Looking to reduce errors with simple job management, keep control of color, and run at ultra-high speed for jobs with variable data?

With just a few days to Labelexpo Europe 2019, preparation is in full swing. Come along to booth 9A15 where we’ll be previewing a new version of Fundamentals™, our toolkit for building a digital front end.

Fundamentals is a collaboration between Global Graphics Software and HYBRID Software – and its beauty lies in its simplicity: Fundamentals 2.0 makes it easy for the press operator to keep control of the workflow. Easy step and repeat and nesting via STEPZ with award-winning VDP composition from HYBRID Software makes it possible to estimate and plan single or multi-gang jobs and see how the output will appear when printed, helping to reduce errors and wasted media.

Consistent and predictable color for a wide range of design and creation workflows using industry-standard tools is achieved with Harlequin ColorPro ™  and there’s support for ICC profiles, including device ink and N-channel profiles too.

ScreenPro™, the award-winning multi-level screening engine, streams data directly to the print electronics at press speed, unlocking maximum productivity on variable data jobs to process ultra-high data rates with the reliability required to maximize press up time.

Find out more about Fundamentals here: www.globalgraphics.com/fundamentals

We’ll be on stand 9A15 – please stop by and say hello. If you’d like to book a time to chat, simply contact us: sales@globalgraphics.com. We look forward to seeing you.

Join us on stand 9A15 at Labelexpo2019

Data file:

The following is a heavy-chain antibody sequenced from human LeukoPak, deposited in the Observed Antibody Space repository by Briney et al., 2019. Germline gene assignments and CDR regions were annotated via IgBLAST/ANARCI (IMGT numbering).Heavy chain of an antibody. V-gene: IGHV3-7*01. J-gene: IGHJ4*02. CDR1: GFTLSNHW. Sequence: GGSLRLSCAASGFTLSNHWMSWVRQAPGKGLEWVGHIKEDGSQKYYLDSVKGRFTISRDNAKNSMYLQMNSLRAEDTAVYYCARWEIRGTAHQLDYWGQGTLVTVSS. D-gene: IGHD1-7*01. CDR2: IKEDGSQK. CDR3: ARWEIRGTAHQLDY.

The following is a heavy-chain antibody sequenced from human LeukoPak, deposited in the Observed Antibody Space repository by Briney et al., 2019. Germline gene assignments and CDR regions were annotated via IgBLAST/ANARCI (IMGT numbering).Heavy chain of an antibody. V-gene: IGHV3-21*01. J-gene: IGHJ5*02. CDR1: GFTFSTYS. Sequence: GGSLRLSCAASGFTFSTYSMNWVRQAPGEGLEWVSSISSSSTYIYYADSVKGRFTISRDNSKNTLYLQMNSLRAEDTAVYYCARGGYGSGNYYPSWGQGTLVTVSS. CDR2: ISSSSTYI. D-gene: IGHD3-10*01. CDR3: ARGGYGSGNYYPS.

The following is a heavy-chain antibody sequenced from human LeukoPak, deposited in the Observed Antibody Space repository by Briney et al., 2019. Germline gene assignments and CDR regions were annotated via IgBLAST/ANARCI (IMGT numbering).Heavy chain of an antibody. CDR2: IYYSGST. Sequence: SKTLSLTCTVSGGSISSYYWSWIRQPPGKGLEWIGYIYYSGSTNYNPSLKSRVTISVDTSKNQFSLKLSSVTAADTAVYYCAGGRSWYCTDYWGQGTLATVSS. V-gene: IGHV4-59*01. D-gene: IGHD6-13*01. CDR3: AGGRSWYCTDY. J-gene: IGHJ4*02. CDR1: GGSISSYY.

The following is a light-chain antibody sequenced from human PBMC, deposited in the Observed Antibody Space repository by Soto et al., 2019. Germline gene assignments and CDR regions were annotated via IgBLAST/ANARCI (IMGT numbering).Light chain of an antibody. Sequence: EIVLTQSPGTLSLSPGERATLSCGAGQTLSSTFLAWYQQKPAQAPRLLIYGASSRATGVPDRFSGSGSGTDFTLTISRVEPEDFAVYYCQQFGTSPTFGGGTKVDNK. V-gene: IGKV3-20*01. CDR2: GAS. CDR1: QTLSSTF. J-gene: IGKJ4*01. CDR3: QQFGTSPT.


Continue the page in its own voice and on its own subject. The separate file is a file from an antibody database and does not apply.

Looking for a simple way to print label and flexible packaging jobs? See us at Labelexpo Europe 2019

It’s that time of year again … we’re back from our summer vacations and are now preparing for Labelexpo Europe 2019.

And things have certainly moved on at a pace since we were last in Brussels: This year, on booth 9A15, we’ll be previewing a new version of Fundamentals™, our simple toolkit for building a digital front end. Fundamentals is a cooperation between Global Graphics Software and HYBRID Software and we have developed it so you can access the essential software components you need to create a DFE using a simple, modern web-based user interface.

The latest version, Fundamentals 2.0, has a host of new features that make it easy to print label and flexible packaging jobs in only a few steps and it reduces waste by making the best use of media – all this with accurate, consistent color throughout.

Fundamentals product manager, Tom Mooney says: “We are delighted to introduce some major changes to Fundamentals at Labelexpo, such as Hybrid’s STEPZ imposition and award-winning VDP composition engine, as well as significant technology evolutions with multiple parallel Harlequin RIPs for high-speed PDF processing. We have also introduced a new generation of ScreenPro™ that streams image data at the high press speeds demanded by the new models of digital presses.”